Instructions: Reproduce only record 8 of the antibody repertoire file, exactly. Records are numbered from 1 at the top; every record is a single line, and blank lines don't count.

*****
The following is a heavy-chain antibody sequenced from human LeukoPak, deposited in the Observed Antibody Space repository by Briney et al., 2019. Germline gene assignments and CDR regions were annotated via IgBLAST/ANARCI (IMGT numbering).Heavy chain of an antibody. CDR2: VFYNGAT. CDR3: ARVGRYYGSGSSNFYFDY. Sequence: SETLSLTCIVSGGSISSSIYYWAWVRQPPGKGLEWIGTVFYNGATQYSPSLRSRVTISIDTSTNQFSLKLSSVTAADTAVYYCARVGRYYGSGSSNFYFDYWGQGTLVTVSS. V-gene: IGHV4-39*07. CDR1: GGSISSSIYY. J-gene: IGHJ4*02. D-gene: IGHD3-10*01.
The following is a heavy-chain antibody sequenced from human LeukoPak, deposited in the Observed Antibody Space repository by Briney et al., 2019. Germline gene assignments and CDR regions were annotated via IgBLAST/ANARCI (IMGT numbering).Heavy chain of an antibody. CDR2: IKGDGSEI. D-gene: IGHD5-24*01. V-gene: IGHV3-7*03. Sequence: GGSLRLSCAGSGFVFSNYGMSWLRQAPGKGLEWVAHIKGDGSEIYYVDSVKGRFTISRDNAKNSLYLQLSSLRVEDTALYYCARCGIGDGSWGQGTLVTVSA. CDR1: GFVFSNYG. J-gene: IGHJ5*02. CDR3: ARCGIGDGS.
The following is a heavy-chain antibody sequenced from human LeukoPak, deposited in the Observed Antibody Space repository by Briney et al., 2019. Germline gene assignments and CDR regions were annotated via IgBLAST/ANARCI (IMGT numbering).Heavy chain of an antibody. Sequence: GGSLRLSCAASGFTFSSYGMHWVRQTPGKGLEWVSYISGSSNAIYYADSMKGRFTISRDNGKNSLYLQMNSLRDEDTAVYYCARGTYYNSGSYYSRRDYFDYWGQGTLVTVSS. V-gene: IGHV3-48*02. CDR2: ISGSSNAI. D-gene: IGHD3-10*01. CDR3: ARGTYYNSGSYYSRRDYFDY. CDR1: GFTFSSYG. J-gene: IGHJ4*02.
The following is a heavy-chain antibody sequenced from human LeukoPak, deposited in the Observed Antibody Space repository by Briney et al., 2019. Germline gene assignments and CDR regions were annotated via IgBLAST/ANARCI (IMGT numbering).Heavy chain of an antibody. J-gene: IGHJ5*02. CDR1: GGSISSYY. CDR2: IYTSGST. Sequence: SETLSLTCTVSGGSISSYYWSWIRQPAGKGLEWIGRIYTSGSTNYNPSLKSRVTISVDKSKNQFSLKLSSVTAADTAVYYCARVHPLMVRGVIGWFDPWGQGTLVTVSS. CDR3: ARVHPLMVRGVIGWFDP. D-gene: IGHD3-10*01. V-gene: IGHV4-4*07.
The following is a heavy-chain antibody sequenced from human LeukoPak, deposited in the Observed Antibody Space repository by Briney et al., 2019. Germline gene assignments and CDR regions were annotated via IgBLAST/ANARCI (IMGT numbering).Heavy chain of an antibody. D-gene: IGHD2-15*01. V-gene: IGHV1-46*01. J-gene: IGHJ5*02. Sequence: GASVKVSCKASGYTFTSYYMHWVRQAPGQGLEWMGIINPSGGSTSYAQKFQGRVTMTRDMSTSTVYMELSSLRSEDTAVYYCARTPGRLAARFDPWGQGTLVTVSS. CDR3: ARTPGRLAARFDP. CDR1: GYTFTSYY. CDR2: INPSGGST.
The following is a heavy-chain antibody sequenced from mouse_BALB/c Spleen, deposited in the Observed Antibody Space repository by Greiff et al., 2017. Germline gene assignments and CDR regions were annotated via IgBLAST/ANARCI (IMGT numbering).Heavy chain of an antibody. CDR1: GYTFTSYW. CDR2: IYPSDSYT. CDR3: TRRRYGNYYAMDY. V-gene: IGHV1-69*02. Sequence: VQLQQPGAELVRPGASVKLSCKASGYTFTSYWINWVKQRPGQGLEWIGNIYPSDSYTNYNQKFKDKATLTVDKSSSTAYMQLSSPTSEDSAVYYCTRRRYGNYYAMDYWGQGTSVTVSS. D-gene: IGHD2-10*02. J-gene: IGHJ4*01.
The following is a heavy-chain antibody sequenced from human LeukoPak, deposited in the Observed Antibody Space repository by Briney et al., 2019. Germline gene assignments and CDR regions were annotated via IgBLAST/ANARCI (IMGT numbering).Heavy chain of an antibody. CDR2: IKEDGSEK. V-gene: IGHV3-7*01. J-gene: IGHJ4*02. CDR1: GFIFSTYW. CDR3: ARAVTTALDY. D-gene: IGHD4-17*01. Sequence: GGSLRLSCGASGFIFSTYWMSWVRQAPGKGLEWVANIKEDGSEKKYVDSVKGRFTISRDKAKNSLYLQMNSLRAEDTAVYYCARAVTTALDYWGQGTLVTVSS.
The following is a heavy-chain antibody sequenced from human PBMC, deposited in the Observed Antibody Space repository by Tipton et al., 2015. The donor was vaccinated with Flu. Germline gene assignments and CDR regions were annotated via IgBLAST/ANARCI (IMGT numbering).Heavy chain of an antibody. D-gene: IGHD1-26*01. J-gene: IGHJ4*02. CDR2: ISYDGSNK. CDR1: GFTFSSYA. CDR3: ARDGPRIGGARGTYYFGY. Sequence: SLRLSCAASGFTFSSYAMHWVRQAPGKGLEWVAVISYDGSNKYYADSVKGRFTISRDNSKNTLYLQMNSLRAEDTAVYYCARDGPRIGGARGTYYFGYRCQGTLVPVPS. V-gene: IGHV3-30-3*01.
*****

The following is a heavy-chain antibody sequenced from human PBMC, deposited in the Observed Antibody Space repository by Tipton et al., 2015. The donor was vaccinated with Flu. Germline gene assignments and CDR regions were annotated via IgBLAST/ANARCI (IMGT numbering).Heavy chain of an antibody. D-gene: IGHD1-26*01. J-gene: IGHJ4*02. CDR2: ISYDGSNK. CDR1: GFTFSSYA. CDR3: ARDGPRIGGARGTYYFGY. Sequence: SLRLSCAASGFTFSSYAMHWVRQAPGKGLEWVAVISYDGSNKYYADSVKGRFTISRDNSKNTLYLQMNSLRAEDTAVYYCARDGPRIGGARGTYYFGYRCQGTLVPVPS. V-gene: IGHV3-30-3*01.